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My book review ‘Minimalista: ’Your Step-by-Step Guide to a Better Home, Wardrobe, and Life’

My thoughts on ‘Minimalista: from first glance to decluttering results and mindful living’ book

John Goodrich


November 23, 2023


I recently plunged into the realm of minimalism with Shira Gill’s book, “Minimalista.” As someone enthusiastic about decluttering and optimizing spaces, the book’s promise of transformative organizing advice had caught my attention. My affinity for systematic approaches and life hacks had me curious if Gill’s guidance could further refine my minimalist journey. With a keen eye on practicality over aesthetic, I was eager to see how this book might weave into the fabric of my daily routine. So, here’s a dive into my experience with “Minimalista” and its influence on my quest for a clutter-free life.


First Impressions and Book Aesthetics

A snapshot of the book minimalista resting on a clean coffee table with a decorative plant in the background

Upon first seeing Shira Gill’s book, Minimalista, I was drawn to its appealing design. The solid build and matte cover exuded a sense of refinement. Eager to explore how Shira’s expertise in organizing and minimalistic living would be presented in print, I opened the pages with anticipation.

I was worried about the book being damaged during shipping due to its tactile nature. I wanted it to look perfect for a coffee table. A small scuff on the cover was an unwelcome sight, despite the book’s overall visual appeal. While shipping issues shouldn’t discourage purchases, it’s important to consider if you’re gifting the book.

Once you open the book, you’ll find clear, high-resolution images that convey sophistication and calmness. These images are strategically placed to enhance Shira’s perspectives without overwhelming the reader. As a reader who values both aesthetics and utility, I believe Minimalista achieves an optimal blend. It suits various settings, from a coffee table to a functional bookshelf, encouraging readers to explore its pages.

However, this book is more than just a decorative piece for your home. Shira designed it for regular use, as indicated by its size and weight. You won’t find extensive research links or technical articles within its pages. Instead, the book is organized into clear sections, making it accessible. Shira’s conversational tone, combined with her confident and humorous demeanor, transforms the minimalism and organization process from intimidating to inviting.

The physical book could have been improved with additional features for editing assistance, such as checklists or bookmarks. This would enhance the user experience and encourage more action from the reader instead of just contemplation.

In summary, “Minimalista” engages its topic in both content and design. It’s an appealing visual experience and a pleasurable tactile one with high quality. Despite shipping issues, the book pulls you in once received. Its captivating content and presentation make it a valuable addition to my collection, one I look forward to revisiting frequently.

Practical Application and Usefulness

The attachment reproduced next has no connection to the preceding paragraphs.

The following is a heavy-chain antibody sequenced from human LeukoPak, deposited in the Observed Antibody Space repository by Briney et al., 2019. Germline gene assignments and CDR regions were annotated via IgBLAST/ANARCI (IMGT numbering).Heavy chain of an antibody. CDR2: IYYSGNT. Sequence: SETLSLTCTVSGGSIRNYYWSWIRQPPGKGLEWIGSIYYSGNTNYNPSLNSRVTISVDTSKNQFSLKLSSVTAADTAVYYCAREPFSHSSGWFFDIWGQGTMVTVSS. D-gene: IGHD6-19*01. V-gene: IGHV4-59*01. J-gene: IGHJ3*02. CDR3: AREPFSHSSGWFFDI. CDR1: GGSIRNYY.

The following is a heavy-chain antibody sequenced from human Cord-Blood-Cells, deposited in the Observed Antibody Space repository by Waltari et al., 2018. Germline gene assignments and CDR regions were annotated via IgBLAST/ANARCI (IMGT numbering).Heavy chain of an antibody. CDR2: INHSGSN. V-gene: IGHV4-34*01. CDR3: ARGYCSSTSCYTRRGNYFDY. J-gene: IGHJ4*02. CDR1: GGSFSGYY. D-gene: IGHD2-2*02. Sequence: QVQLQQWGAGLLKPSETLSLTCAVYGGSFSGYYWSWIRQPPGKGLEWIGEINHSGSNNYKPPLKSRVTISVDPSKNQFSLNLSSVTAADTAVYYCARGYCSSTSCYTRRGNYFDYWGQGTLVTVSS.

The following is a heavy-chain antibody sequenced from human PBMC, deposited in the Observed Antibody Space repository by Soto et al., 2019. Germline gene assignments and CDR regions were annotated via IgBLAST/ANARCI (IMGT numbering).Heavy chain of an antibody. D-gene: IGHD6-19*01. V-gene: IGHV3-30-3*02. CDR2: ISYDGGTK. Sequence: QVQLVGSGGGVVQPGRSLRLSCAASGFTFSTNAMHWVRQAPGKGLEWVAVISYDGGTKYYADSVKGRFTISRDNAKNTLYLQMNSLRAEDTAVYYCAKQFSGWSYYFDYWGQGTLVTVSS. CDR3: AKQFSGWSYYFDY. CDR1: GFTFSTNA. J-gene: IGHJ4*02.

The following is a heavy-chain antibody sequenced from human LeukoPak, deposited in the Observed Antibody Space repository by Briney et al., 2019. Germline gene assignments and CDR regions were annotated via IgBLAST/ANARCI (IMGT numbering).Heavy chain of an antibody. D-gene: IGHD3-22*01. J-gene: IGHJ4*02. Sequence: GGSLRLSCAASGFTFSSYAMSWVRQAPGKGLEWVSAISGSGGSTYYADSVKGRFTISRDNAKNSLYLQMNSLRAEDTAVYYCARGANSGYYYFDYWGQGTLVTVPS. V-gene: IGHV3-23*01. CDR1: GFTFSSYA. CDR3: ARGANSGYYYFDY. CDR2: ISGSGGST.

An organized shelf with labeled bins and neatly folded clothes illustrating principles from the book

When I began reading Shira Gill’s “Minimalista,” I assumed it would be a simple guide for decluttering. Instead, I discovered a thoughtful discussion about intentional living. At first, I was hesitant due to the abundance of organizing books promising life-changing outcomes. However, Gill’s “fewer, better” philosophy appealed to me.

In practical use, the book is effective. The breakdown room by room is helpful, enabling me to concentrate on a single area at a time, which seems less daunting than dealing with my entire apartment in one go. I valued the clear-cut checklists and suggested products that saved me from aimless web searches. However, I have reservations about the specified sizes mentioned for various items as not every space adheres to such standards.

The section on editing resonated with me. I’ve often held onto items ‘just in case,’ but Gill’s prompts pushed me to reassess my belongings seriously. What she presents is not new per se—I’ve encountered similar advice in other books, from Marie Kondo’s famous “does it spark joy?” to the ruthless practicality of The Home Edit—but Gill’s framing of these ideas is refreshingly realistic. On the flip side, the advice can sometimes seem too simplistic for those who have already ventured down the minimalist path and might crave more nuanced guidance.

One aspect I found missing was a thorough exploration of digital clutter. In modern times, our online existence can be equally disorganized as our physical world. Surprisingly, this issue was barely addressed, despite the growing importance of digital minimalism, backed by scholarly research and popular conversations on Hackernews.

One must consider that although the book is marketed as a coffee table accessory, I recognized the paradox of buying another item to aid in decluttering. This situation highlights the thin divide between design and functionality within minimalism. At times, the emphasis can skew towards visual appeal rather than tangible benefits.

Nevertheless, “Minimalista” stands out by helping you connect your space with your personal values, an essential yet frequently overlooked aspect in other organizing methods. Gill highlights the importance of mindset and rewarding small victories throughout the process with #15minutewins. This approach focuses on progress rather than perfection.

From the viewpoint of a tech enthusiast and someone intrigued by life hacks and productivity tips on subreddits, Shira Gill’s book doesn’t introduce revolutionary algorithms or theories. Yet it provides practical advice that, when consistently applied, can significantly impact your life, similar to how effective coding practices improve a project over time.

In conclusion, this book is a valuable resource for those beginning their intentional and simplified life journey. Despite its limitations as a one-size-fits-all solution, it offers essential guidance.

The Art of Decluttering and Organizational Tips

Before and after images of a cluttered space versus a decluttered space influenced by the book’s advice